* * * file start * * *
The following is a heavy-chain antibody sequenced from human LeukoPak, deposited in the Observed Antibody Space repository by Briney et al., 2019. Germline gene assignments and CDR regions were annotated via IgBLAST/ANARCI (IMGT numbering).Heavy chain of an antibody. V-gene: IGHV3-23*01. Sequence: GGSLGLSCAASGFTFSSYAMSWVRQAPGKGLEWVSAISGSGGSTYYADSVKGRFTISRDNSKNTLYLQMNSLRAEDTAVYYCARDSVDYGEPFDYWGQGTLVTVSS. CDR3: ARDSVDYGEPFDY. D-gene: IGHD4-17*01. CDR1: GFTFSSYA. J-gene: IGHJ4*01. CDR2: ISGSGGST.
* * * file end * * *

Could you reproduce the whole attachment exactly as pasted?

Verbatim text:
The following is a heavy-chain antibody sequenced from human LeukoPak, deposited in the Observed Antibody Space repository by Briney et al., 2019. Germline gene assignments and CDR regions were annotated via IgBLAST/ANARCI (IMGT numbering).Heavy chain of an antibody. V-gene: IGHV3-23*01. Sequence: GGSLGLSCAASGFTFSSYAMSWVRQAPGKGLEWVSAISGSGGSTYYADSVKGRFTISRDNSKNTLYLQMNSLRAEDTAVYYCARDSVDYGEPFDYWGQGTLVTVSS. CDR3: ARDSVDYGEPFDY. D-gene: IGHD4-17*01. CDR1: GFTFSSYA. J-gene: IGHJ4*01. CDR2: ISGSGGST.